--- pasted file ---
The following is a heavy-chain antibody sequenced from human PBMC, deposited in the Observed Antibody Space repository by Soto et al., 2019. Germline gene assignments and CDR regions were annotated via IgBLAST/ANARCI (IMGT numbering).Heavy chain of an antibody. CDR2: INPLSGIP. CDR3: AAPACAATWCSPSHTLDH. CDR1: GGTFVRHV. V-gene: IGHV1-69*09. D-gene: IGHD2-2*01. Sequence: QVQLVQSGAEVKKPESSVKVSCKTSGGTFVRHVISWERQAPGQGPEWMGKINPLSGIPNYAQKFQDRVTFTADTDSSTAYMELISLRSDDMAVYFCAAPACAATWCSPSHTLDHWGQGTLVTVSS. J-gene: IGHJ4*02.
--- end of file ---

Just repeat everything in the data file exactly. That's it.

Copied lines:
The following is a heavy-chain antibody sequenced from human PBMC, deposited in the Observed Antibody Space repository by Soto et al., 2019. Germline gene assignments and CDR regions were annotated via IgBLAST/ANARCI (IMGT numbering).Heavy chain of an antibody. CDR2: INPLSGIP. CDR3: AAPACAATWCSPSHTLDH. CDR1: GGTFVRHV. V-gene: IGHV1-69*09. D-gene: IGHD2-2*01. Sequence: QVQLVQSGAEVKKPESSVKVSCKTSGGTFVRHVISWERQAPGQGPEWMGKINPLSGIPNYAQKFQDRVTFTADTDSSTAYMELISLRSDDMAVYFCAAPACAATWCSPSHTLDHWGQGTLVTVSS. J-gene: IGHJ4*02.